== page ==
Torque Converter Tech Tips
- Author: Ed Lee
To help understand some of the flow issues that plague the 4R100 converter, it’s a good idea to look first at its ancestor, the E4OD.
The E4OD brought a new variety of TCC problems to transmission shops. Until this time most shops had not commonly seen the clutch-crowding condition that was all too common in the E4OD. Keep in mind that the only experience most shops had in diagnosing lockup problems was limited to the TCC-shudder and engine-stall problems of the early Chryslers. Since most of these problems turned out to be related to cooler flow, these early Chryslers didn’t help in the advancement of diagnostic knowledge.
Limited diagnostic abilities caused many of the initial clutch-crowding conditions to be misdiagnosed. Most were diagnosed as engine-performance problems – off-idle hesitations, engine stumble or lean fuel conditions. When the problem was finally identified correctly, it still took some time to identify the root cause. The technicians knew that the TCC was dragging but didn’t know why. It seemed natural to look for the root cause of the crowding condition on the apply side of the circuit. The hard lessons learned from troubleshooting the GM 125C engine-stall problem were still fresh on most technicians’ minds. This kept them focused on trying to figure out how the TCC apply oil was getting into the converter when it wasn’t supposed to. Only when the TCC apply passage between the solenoid pack and the pump was tapped did their focus change.
The TCC-apply-oil tap showed that the pressure remained at zero any time the circuit was not charged. The technicians shifted their focus to the release-oil circuit. Low pump volume at low speed would not supply sufficient converter-charge/TCC-release oil to keep the clutch from dragging on the cover. When the low pump volume was addressed and a sufficient supply of release oil was restored, the problem went away. Technicians have been aware of what happens when converter flow is restricted in a lockup converter since the early rear-wheel-drive Chrysler days, and the E4OD converter has driven that realization home.
Some shops had concerns about contact between the turbine hub and cover. Early attempts to put a bearing or thrust washer onto the front of an E4OD turbine hub did prevent metal-to-metal contact between the hub and cover. These also may have created flow issues that caused some clutch failures and/or restricted lube oil to the transmission and possible lube-related failures. The flow issue was soon resolved: The E4OD turbine hubs that are used with bearings or thrust washers all have lube passages for this reason (see Figure 1).
The 4R100 has come by its flow problems honestly. It has inherited them from the E4OD.
Figure 2 shows a typical 4R100 converter with a multi-plate clutch. The converter-charge/clutch-release oil passes between the stator support and the turbine shaft. At the front stator bushing it must pass through the cavities that direct the oil around the bushing. It then exits through the three slots between the turbine shaft and the turbine hub. On an E4OD converter there is an unrestricted flow between the clutch and cover that not only keeps the clutch from dragging but also continues on to the transmission lube circuit. This is accomplished by the oil passing between the turbine hub and the cover when there is no bearing and by passing through the milled slots in the turbine hub when there is a bearing on the hub.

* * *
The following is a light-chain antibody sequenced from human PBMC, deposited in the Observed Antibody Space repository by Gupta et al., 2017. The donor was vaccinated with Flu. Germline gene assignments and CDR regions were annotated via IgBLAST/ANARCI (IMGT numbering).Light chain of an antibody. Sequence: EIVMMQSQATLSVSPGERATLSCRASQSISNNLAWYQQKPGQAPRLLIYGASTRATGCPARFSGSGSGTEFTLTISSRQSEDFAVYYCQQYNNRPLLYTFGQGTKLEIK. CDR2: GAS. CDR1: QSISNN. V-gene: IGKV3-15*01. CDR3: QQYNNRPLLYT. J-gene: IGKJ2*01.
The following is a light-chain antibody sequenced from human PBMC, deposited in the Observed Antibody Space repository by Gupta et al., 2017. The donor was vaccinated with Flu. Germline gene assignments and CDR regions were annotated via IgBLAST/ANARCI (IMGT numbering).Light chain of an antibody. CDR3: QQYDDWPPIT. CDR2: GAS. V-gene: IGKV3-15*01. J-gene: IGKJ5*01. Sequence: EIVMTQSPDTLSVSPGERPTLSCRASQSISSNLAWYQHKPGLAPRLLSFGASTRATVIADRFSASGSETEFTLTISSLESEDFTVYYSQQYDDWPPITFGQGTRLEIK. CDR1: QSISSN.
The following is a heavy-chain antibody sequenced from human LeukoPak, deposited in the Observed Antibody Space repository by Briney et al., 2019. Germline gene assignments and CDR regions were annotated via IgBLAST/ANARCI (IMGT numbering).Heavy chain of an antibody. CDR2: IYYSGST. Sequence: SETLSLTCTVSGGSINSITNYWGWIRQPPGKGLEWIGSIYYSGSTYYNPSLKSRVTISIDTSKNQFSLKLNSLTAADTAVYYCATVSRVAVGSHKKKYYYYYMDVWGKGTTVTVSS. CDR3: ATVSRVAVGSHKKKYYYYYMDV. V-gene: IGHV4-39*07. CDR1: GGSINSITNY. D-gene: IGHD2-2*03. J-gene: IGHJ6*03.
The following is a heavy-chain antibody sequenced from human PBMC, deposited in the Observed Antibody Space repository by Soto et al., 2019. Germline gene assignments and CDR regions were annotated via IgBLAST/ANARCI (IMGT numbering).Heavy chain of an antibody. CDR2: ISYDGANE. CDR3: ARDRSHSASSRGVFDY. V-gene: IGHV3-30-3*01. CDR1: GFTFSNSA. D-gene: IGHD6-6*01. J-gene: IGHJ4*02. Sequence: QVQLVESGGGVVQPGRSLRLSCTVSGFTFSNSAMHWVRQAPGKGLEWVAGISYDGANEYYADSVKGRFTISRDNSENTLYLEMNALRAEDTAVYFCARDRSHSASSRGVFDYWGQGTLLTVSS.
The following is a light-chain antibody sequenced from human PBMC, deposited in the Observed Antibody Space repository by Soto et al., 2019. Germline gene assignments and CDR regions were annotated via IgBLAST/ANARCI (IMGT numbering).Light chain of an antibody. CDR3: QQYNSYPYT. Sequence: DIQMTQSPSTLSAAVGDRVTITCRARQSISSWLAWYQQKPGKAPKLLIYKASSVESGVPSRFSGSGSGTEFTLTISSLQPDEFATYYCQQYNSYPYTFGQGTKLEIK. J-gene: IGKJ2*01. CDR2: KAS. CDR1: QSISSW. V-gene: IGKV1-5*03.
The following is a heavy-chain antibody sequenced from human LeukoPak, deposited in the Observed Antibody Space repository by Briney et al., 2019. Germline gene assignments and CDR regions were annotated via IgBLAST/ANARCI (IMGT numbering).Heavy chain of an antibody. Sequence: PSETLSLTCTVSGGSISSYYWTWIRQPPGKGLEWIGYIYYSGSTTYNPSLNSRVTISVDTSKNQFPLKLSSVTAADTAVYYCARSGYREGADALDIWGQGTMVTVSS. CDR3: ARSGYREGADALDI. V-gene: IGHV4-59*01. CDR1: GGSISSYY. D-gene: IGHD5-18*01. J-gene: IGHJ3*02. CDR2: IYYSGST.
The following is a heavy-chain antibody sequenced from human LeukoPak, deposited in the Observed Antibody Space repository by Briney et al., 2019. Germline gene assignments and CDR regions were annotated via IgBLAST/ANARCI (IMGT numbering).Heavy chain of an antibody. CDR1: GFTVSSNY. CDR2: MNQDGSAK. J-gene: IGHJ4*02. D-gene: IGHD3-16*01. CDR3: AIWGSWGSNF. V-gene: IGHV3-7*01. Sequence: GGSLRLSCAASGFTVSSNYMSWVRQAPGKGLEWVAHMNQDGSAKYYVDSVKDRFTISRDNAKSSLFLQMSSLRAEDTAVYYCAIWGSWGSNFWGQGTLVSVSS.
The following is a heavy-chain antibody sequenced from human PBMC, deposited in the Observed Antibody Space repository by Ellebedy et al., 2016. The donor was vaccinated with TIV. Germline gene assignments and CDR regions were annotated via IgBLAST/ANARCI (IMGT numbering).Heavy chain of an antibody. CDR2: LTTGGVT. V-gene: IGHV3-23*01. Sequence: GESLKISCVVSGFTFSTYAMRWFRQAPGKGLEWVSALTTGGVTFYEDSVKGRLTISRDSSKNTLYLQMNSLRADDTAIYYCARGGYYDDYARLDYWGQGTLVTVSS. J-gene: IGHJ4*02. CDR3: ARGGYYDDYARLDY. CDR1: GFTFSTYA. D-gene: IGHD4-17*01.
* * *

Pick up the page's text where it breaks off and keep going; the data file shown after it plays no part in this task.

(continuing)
The 4R100 turbine hub with the bearing has no lube passages that bypass the bearing. The three slots on the ID allow the oil to pass only between the turbine shaft and the hub. Referring to Figure 2, you can see how the bearing restricts the flow. Converter-charge/clutch-release oil must either be forced through the bearing or squeezed between the bearing and cover. For this reason, converter endplay is critical in a 4R100. A minimum of 0.035 inch to 0.040 inch is needed to allow sufficient clutch-release oil to keep the clutch from dragging on the cover. You also must remember that the greater the endplay, the more likely it is that you will create an impact-related bearing failure. There is a fine line between endplay clearance that is friendly to both the clutch and the bearing and clearance that is not. Too much endplay affects bearing life, and too little endplay affects clutch life.
Some converter shops have made modifications to improve flow. Milling slots across and below the bearing-support surface like those on the E4OD shown in Figure 1 is one way for the oil to bypass the bearing. Another way is to mill slots in the cover (not shown) to accomplish the same thing. Either of these methods will work, but you must take care to ensure proper support for the bearing. You don’t want to cause a bearing failure by improving the flow. One enterprising shop even stole a page from the 5R110W playbook. They drilled three diagonal holes in the 4R100 turbine hub to allow the oil to bypass the bearing (see Figure 3).
As with other lockup converters, the time it takes to exhaust the oil from in front of the clutch for lockup apply has an effect on clutch-apply feel. When the flow of exhausting oil is restricted, the clutch apply is slower and the feel will be softer. Clutch-apply oil enters the converter through the rear stator cap, and a restriction at the cap also can affect lockup feel. Normally, the in-and-out flow of oil is metered very well in the non-lockup mode. The front stator-support bushing meters the converter-charge/clutch-release oil entering the converter, and the rear stator cap meters the oil leaving the converter. With proper end clearance they do a good job of balancing converter charge.
Ed Lee is a Sonnax technical specialist who focuses on issues of interest to torque-converter builders. ©2006 Sonnax Industries Inc.